In a previous article, we presented an overview of four infrastructure patterns for deploying modern applications. The article reviewed virtual machines, serverless, Kubernetes, and microservices. In this post, we’ll examine virtual machines in-depth.
This article is the second part of a series on best practices for securely managing AWS credentials on CI/CD. In this article, we go in-depth on providing AWS credentials securely to a 3rd party and introduce a Pulumi program to automate rotating access keys.
We’re pleased to announce that unit testing with Node.js, Python, .NET, and Go is supported in recent releases. You can test resources before deploying your infrastructure using familiar tools and test frameworks. Check your resource configuration and responses without the wait of deploying them and speed up infrastructure development and production deployments.
Abstraction is key to building resilient systems because it encapsulates behavior and decouples code, letting each component perform its function independently. The same principles apply to infrastructure, where we want to declare behavior or state and not implementation details. As an industry, we’ve moved away from monolithic applications to distributed systems such as serverless, microservices, Kubernetes, and virtual machine deployments. In this article, we’ll take a closer look at the characteristics of these architectures and how Pulumi can abstract the components that comprise these systems.
Continuous delivery requires providing highly sensitive credentials to your deployment pipeline. Understanding the risks, mitigations, and best practices for handling those credentials can be difficult. In this guide, we describe the best practices for providing AWS credentials to a CI/CD system and to securely automate updating your cloud infrastructure using Pulumi.
In an earlier article, we introduced examples of Policy as Code to prevent two of the most common causes of data breaches. Policies are the guardrails of infrastructure. They control access, set limits, and manage how infrastructure operates. In many systems, policies are created by clicking on a GUI, making it difficult to replicate or version. Pulumi implements policy by writing it in Typescript, which ensures that you can write policies using software development practices such as automated testing, deployment, and version control.
AWS Step Functions lets you build applications by connecting AWS services. Daisy-chaining steps into a workflow simplifies application development by creating a state machine diagram which shows how services are connected to each other in your application. We’ll go into the details of creating a lambda function, IAM roles and policies, and creating a workflow. Once we have the example deployed, we’ll walk through the process of adding another function and step to the workflow. Included in the walkthrough is a discussion of one of the aspects of the Pulumi programming model. The goal of this article is to provide a foundation for building your application using serverless workflows.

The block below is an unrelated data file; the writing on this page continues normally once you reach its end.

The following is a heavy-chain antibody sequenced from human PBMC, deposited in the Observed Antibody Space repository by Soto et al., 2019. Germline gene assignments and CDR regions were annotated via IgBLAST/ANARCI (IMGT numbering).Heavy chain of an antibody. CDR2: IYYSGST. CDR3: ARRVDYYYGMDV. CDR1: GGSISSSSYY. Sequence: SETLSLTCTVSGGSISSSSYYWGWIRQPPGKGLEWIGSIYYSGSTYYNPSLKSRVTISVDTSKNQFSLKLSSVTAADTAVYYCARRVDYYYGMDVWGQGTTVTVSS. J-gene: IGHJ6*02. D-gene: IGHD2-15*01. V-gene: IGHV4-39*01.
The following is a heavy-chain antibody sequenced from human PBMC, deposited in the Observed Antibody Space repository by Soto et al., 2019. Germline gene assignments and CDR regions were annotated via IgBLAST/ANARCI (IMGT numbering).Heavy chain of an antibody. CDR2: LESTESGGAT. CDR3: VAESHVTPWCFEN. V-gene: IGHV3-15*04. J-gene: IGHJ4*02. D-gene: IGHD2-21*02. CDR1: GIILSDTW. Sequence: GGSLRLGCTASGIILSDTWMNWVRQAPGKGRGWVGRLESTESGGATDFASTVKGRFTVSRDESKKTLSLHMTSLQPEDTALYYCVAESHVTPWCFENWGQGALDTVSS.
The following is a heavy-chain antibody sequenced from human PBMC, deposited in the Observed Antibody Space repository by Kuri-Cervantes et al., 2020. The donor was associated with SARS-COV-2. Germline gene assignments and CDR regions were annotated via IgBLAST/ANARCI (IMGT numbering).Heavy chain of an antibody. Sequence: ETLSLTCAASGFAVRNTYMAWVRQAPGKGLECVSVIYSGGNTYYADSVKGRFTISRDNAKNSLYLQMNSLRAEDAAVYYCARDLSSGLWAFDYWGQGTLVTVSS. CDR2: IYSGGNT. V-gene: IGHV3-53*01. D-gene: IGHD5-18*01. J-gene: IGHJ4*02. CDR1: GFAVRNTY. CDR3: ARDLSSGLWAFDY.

Modern applications have brought many benefits and improvements, including the ability to scale and rapid iterations to update software. However, this has come at the cost of complexity. Modern infrastructure is composed of many resources that require detailed configuration to work correctly and securely. Even managed solutions from cloud service providers need additional configuration to ensure that services are secure and free of defects. Cloud providers, such as AWS, do allow you to create policies to ensure that applications are secure, but they are specific to resources that are already deployed. A significant benefit of Policy as Code is the ability to verify and spot problems before deploying your infrastructure.
The Amazon Web Services (AWS) Cloud ecosystem is large and vibrant, so vast and vibrant that at times, it can be challenging to know where best to start! In the case of containers, Abby Fuller tweeted a descriptive summary about using AWS container services.
We had a fantastic time at KubeCon in San Diego. At the event, the Pulumi team released two technology previews: Pulumi Crosswalk for Kubernetes and Pulumi Query for Kubernetes. Crosswalk for Kubernetes is a set of common patterns compiled in playbooks. These patterns reduce the complex Kubernetes API syntax by providing trusted defaults with idiomatic Kubernetes. Checkout a quick introduction to Crosswalk for Kubernetes in this blog post. Sara Novotny defined observability as “the ability to ask of your system and learn from it” during her keynote with Liz Fong-Jones.